An industry founded on the principle
ofrisk-avoidance, the US life insurance market might seem an odd
choice for the venue for the next technological revolution.

Yet its data-rich, process-heavy pedigree
presents an ideal opportunity for the armies of consultants that
have proscribed waves of change through the years in core
processing systems towards more nimble and less siloed architecture
to have the last laugh.

The demographics of life insurance in the US
skew increasingly older, but a huge shift is inevitable, and
insurers may well be in exactly the right place, at exactly the
right time, as an industry once focused on manufacturing and
selling product rides the technology to a more consultative

It is all part of a long march towards product
diversification and deeper client relationships

that agents in the field began nurturing
decades ago; as recently as the early 1980s, life premiums
dominated the industry as the largest source of revenue and the
myopic focus of the carriers serving the producers in the

That began to shift with the expansion of the
industry into the savings market through the growth engine of the
annuity. In less than a decade, annuities overtook life insurance
premiums and broadened the industry’s view of the customer

No longer would insurers merely pipeline
product – they were financial consultants in an insurance setting,
or aspired to be, at least.

bar chart for US life insurance industry


The broader financial planning conversation
was vital to the expansion of the US life insurers’ product set.
Client needs grew the disability and long-term care insurance
market, for example, and began to influence the unbundling of life
insurance products into universal life, variable and variable
universal life chassis.

The same inertia ruled the rise of annuities,
which long were sold as income annuities, often as a supplementary
contract associated with the settlement of a death claim, only to
emerge and diversify when insurance companies began promoting
individual deferred annuities as a tax–advantaged savings vehicle,
complementary to individual retirement arrangements (IRA) and other
retirement plans. Today, of course, annuities may be fixed or
variable, immediate or deferred.

Interest rate focus

The interest rate environment in the US
dominateslife sales these days, as skittish customer have fled the
equities markets in droves for the dull safety of whole life and
universal life with a heavy dose of guarantees, says Steve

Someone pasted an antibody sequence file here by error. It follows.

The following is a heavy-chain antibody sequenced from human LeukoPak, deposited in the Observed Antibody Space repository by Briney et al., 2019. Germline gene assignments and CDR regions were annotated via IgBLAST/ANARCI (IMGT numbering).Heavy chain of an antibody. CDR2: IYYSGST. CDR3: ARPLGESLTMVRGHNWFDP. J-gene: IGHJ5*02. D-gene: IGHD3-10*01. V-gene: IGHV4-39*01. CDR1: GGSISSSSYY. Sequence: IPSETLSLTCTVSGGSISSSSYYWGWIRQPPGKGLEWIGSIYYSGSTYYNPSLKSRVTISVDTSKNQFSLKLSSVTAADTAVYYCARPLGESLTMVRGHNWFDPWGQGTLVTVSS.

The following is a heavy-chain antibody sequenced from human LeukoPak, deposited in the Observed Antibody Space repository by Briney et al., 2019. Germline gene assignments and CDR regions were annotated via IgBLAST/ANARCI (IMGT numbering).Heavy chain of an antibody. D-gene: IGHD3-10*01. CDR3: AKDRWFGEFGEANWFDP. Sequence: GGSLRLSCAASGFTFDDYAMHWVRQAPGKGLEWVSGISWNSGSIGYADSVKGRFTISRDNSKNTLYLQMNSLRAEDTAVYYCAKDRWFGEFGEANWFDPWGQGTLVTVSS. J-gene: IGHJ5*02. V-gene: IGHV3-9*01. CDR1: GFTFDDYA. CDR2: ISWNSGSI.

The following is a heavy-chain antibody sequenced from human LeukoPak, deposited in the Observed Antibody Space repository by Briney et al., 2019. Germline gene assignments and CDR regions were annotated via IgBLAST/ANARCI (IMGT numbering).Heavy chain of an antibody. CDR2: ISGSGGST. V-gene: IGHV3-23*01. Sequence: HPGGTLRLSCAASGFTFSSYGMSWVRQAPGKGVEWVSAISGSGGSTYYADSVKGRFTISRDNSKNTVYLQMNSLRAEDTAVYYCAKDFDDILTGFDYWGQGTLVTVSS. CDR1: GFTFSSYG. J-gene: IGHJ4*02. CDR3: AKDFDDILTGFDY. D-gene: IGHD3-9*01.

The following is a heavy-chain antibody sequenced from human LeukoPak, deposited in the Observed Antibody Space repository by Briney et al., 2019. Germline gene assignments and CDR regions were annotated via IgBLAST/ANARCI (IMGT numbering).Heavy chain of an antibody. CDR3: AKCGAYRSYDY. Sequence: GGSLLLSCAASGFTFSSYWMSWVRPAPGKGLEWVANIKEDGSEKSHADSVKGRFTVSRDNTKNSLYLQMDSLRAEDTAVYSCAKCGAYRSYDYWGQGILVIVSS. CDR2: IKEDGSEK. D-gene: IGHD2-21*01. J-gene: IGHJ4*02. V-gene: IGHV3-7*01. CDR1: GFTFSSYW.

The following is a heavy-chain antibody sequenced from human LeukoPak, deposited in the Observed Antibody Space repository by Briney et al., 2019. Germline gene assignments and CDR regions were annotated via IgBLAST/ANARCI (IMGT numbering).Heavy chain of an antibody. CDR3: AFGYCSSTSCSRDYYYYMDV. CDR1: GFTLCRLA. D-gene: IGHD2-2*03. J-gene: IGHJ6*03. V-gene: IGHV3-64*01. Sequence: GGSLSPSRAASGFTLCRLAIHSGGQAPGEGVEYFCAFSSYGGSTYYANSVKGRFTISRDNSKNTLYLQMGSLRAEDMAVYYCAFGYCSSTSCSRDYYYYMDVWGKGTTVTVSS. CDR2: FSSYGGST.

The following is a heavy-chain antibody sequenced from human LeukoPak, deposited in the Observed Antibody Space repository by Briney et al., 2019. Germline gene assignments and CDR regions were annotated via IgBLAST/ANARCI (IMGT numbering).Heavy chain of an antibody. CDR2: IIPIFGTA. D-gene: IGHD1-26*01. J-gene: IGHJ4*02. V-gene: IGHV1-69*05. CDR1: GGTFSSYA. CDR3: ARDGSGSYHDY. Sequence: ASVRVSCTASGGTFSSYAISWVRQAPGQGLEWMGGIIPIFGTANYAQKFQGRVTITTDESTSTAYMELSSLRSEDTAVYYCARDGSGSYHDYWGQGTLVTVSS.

Weisbart, vice-president and chief economist of the Life Insurance

“In these days, when getting investment income
are the stuff of dreams, the opportunity to participate in the
equities market through universal life is not as powerful, so whole
life with its boring old 3% return now looks pretty attractive,”
Weisbart says.

“The attractiveness of guarantees is helping,
but on the annuities side, I would have thought that two stock
market meltdowns would really have been felt a lot more on that
side of the business.”

The great differentiator of annuities these
days is the guarantees written on top of the products. In fact, it
is safe to say that if it were not for the guarantees, there would
be no real difference between variable annuities and mutual funds,
except for the difference in tax treatment.

Thus guarantees are a fundamental area of
product innovation, with a new design of the moment causing
excitement in the marketplace seemingly every week. Do not let the
noise fool you, though: guarantees all are a variation on the
mechanism designed by the insurer to offer some type of
mortality-contingent investment return guarantee.

In the current economic climate, such
guarantees become crucial. Guarantees now are used to differentiate
universal life, variable universal life and other types of
insurance products as well. For life insurance products, there are
guarantees with respect to mortality changes as well as investment

They are durable, flexible, and incredibly
effective: in the third quarter of 2011, for example, guaranteed
living benefits riders were elected 88% of the time when offered,
according to industry organisation, LIMRA.

Guaranteed minimum income benefit riders,
guaranteed minimum accumulation benefit and guaranteed minimum
withdrawal benefit are all vying with guaranteed life benefits for
product space on the shelf.

LIMRA estimates that in the third quarter of
2011, guaranteed life benefits were elected in contracts
representing $25.2bn, out of $28.7bn new deferred variable annuity
premium where guaranteed life benefits was available.


Financial planning to the

Vera Dolan, president of VFD Consulting, 
says that the life insurance market in the US has moved gradually
from a sales-first pipeline toward a greater role in the financial
planning market.

“In the go-go years before the 2008 meltdown,
the life industry had moved toward aggressive, complex products
aimed at maximising returns,” Dolan says. “We won’t return to that
mindset. Instead I see whole life making a tremendous comeback.
This is the best whole life market in 30 years.”

LIMRA’s research bears Dolan out. The
insurance research firm reports that total individual life
insurance grew four percent in new annualised premium in 2011,
resulting in the second consecutive year of growth, propelled
entirely by booming whole life sales.

For the year, whole life premium income
increased by 9% compared with 2010. Overall in 2011, companies
issued 2% more individual life policies than they did in 2010. This
is only the fourth time individual life policy sales have increased
in the past 30 years.

15 largest insurers 2010in US


Variable universal life also experienced a bit
of resurgence in 2011. Variable universal life was the second
biggest driver of total individual life insurance premium growth in
2011, increasing by 22% compared with 2010 and spurred on by a 36%
jump in the fourth quarter of 2011.

Term life insurance was the only product line
to experience declines in both premium and policy number count in

Term premium fell 6% in 2011 and the policy
number count was down 4%. In the fourth quarter of 2011, term
premium and policy number count dropped by 4%.

Despite the declines over the past few years,
LIMRA research reveals that term life insurance continues to
represent 65% of coverage and nearly 40% of all new individual life
policies issued in the US are term policies.